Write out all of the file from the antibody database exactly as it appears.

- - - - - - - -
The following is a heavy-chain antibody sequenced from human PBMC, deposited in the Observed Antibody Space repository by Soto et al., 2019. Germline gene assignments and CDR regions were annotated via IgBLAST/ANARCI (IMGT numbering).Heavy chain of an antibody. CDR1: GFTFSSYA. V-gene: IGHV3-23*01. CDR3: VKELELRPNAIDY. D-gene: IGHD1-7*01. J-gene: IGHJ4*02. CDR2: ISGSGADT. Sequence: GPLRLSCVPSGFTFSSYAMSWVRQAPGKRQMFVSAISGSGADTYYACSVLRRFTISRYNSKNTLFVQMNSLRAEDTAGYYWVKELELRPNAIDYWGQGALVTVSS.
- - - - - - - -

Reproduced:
The following is a heavy-chain antibody sequenced from human PBMC, deposited in the Observed Antibody Space repository by Soto et al., 2019. Germline gene assignments and CDR regions were annotated via IgBLAST/ANARCI (IMGT numbering).Heavy chain of an antibody. CDR1: GFTFSSYA. V-gene: IGHV3-23*01. CDR3: VKELELRPNAIDY. D-gene: IGHD1-7*01. J-gene: IGHJ4*02. CDR2: ISGSGADT. Sequence: GPLRLSCVPSGFTFSSYAMSWVRQAPGKRQMFVSAISGSGADTYYACSVLRRFTISRYNSKNTLFVQMNSLRAEDTAGYYWVKELELRPNAIDYWGQGALVTVSS.